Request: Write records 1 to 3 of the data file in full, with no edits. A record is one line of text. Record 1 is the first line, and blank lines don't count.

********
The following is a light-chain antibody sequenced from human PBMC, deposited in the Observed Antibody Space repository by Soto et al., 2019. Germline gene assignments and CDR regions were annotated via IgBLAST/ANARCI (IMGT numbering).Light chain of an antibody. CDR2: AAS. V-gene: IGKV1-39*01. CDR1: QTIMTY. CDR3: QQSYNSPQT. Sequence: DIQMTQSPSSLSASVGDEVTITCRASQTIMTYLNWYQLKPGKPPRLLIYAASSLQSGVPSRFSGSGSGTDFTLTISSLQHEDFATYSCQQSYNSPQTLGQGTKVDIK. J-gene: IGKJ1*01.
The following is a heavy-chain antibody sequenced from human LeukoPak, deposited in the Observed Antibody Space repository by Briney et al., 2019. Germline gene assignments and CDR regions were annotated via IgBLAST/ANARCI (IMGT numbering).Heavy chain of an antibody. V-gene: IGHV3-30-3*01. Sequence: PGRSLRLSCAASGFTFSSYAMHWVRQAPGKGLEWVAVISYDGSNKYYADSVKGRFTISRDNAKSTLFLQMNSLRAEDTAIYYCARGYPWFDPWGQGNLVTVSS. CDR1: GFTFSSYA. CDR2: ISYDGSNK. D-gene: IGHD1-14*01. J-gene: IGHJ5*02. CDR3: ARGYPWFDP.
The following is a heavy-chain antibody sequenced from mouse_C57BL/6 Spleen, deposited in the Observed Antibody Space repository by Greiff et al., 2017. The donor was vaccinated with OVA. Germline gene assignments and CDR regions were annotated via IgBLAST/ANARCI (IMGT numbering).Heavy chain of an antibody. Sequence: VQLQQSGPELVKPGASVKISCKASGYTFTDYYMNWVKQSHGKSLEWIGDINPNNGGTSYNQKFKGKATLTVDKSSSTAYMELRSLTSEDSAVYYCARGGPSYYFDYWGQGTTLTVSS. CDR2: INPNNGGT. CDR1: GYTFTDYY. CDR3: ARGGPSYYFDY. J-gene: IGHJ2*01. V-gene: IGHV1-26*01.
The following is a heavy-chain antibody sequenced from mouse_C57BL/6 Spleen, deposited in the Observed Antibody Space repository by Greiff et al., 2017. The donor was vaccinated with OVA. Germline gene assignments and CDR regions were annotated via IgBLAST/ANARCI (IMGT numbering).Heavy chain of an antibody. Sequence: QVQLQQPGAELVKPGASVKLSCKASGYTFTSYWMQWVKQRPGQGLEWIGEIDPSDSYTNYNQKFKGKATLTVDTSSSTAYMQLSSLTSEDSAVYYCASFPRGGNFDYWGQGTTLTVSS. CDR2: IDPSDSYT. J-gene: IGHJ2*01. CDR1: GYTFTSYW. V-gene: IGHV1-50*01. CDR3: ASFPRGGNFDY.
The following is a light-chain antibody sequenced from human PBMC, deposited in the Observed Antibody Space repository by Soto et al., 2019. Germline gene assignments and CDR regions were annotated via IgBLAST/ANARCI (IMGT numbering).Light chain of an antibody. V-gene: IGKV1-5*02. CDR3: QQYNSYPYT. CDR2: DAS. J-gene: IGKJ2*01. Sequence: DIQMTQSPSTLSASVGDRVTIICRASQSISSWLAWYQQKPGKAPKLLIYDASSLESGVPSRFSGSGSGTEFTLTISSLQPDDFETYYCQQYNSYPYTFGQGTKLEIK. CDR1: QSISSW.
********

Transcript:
The following is a light-chain antibody sequenced from human PBMC, deposited in the Observed Antibody Space repository by Soto et al., 2019. Germline gene assignments and CDR regions were annotated via IgBLAST/ANARCI (IMGT numbering).Light chain of an antibody. CDR2: AAS. V-gene: IGKV1-39*01. CDR1: QTIMTY. CDR3: QQSYNSPQT. Sequence: DIQMTQSPSSLSASVGDEVTITCRASQTIMTYLNWYQLKPGKPPRLLIYAASSLQSGVPSRFSGSGSGTDFTLTISSLQHEDFATYSCQQSYNSPQTLGQGTKVDIK. J-gene: IGKJ1*01.
The following is a heavy-chain antibody sequenced from human LeukoPak, deposited in the Observed Antibody Space repository by Briney et al., 2019. Germline gene assignments and CDR regions were annotated via IgBLAST/ANARCI (IMGT numbering).Heavy chain of an antibody. V-gene: IGHV3-30-3*01. Sequence: PGRSLRLSCAASGFTFSSYAMHWVRQAPGKGLEWVAVISYDGSNKYYADSVKGRFTISRDNAKSTLFLQMNSLRAEDTAIYYCARGYPWFDPWGQGNLVTVSS. CDR1: GFTFSSYA. CDR2: ISYDGSNK. D-gene: IGHD1-14*01. J-gene: IGHJ5*02. CDR3: ARGYPWFDP.
The following is a heavy-chain antibody sequenced from mouse_C57BL/6 Spleen, deposited in the Observed Antibody Space repository by Greiff et al., 2017. The donor was vaccinated with OVA. Germline gene assignments and CDR regions were annotated via IgBLAST/ANARCI (IMGT numbering).Heavy chain of an antibody. Sequence: VQLQQSGPELVKPGASVKISCKASGYTFTDYYMNWVKQSHGKSLEWIGDINPNNGGTSYNQKFKGKATLTVDKSSSTAYMELRSLTSEDSAVYYCARGGPSYYFDYWGQGTTLTVSS. CDR2: INPNNGGT. CDR1: GYTFTDYY. CDR3: ARGGPSYYFDY. J-gene: IGHJ2*01. V-gene: IGHV1-26*01.